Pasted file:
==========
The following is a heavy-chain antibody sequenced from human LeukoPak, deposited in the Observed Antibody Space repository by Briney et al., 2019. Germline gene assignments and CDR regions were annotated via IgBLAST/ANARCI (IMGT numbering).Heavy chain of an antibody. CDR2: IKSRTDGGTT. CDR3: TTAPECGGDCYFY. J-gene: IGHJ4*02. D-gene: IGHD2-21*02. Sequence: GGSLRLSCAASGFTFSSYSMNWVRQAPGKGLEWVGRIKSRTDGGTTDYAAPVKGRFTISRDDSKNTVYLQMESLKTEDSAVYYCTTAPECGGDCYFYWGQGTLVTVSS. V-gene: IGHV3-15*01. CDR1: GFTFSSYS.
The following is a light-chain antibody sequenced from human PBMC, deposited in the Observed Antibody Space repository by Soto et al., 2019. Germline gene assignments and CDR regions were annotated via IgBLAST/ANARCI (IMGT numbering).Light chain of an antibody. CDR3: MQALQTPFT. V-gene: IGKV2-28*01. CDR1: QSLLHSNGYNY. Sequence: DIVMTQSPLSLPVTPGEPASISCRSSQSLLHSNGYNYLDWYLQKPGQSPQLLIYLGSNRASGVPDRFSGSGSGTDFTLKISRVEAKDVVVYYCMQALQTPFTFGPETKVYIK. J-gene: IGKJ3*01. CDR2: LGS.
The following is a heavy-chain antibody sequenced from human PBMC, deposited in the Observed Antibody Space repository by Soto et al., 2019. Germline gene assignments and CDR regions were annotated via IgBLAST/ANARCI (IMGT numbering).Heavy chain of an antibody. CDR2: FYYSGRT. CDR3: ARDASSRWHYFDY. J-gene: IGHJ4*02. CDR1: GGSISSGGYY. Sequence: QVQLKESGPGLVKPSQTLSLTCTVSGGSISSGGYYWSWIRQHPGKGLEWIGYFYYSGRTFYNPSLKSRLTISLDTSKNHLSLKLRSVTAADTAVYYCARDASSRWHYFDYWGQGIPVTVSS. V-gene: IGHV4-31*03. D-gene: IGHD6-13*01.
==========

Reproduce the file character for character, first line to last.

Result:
The following is a heavy-chain antibody sequenced from human LeukoPak, deposited in the Observed Antibody Space repository by Briney et al., 2019. Germline gene assignments and CDR regions were annotated via IgBLAST/ANARCI (IMGT numbering).Heavy chain of an antibody. CDR2: IKSRTDGGTT. CDR3: TTAPECGGDCYFY. J-gene: IGHJ4*02. D-gene: IGHD2-21*02. Sequence: GGSLRLSCAASGFTFSSYSMNWVRQAPGKGLEWVGRIKSRTDGGTTDYAAPVKGRFTISRDDSKNTVYLQMESLKTEDSAVYYCTTAPECGGDCYFYWGQGTLVTVSS. V-gene: IGHV3-15*01. CDR1: GFTFSSYS.
The following is a light-chain antibody sequenced from human PBMC, deposited in the Observed Antibody Space repository by Soto et al., 2019. Germline gene assignments and CDR regions were annotated via IgBLAST/ANARCI (IMGT numbering).Light chain of an antibody. CDR3: MQALQTPFT. V-gene: IGKV2-28*01. CDR1: QSLLHSNGYNY. Sequence: DIVMTQSPLSLPVTPGEPASISCRSSQSLLHSNGYNYLDWYLQKPGQSPQLLIYLGSNRASGVPDRFSGSGSGTDFTLKISRVEAKDVVVYYCMQALQTPFTFGPETKVYIK. J-gene: IGKJ3*01. CDR2: LGS.
The following is a heavy-chain antibody sequenced from human PBMC, deposited in the Observed Antibody Space repository by Soto et al., 2019. Germline gene assignments and CDR regions were annotated via IgBLAST/ANARCI (IMGT numbering).Heavy chain of an antibody. CDR2: FYYSGRT. CDR3: ARDASSRWHYFDY. J-gene: IGHJ4*02. CDR1: GGSISSGGYY. Sequence: QVQLKESGPGLVKPSQTLSLTCTVSGGSISSGGYYWSWIRQHPGKGLEWIGYFYYSGRTFYNPSLKSRLTISLDTSKNHLSLKLRSVTAADTAVYYCARDASSRWHYFDYWGQGIPVTVSS. V-gene: IGHV4-31*03. D-gene: IGHD6-13*01.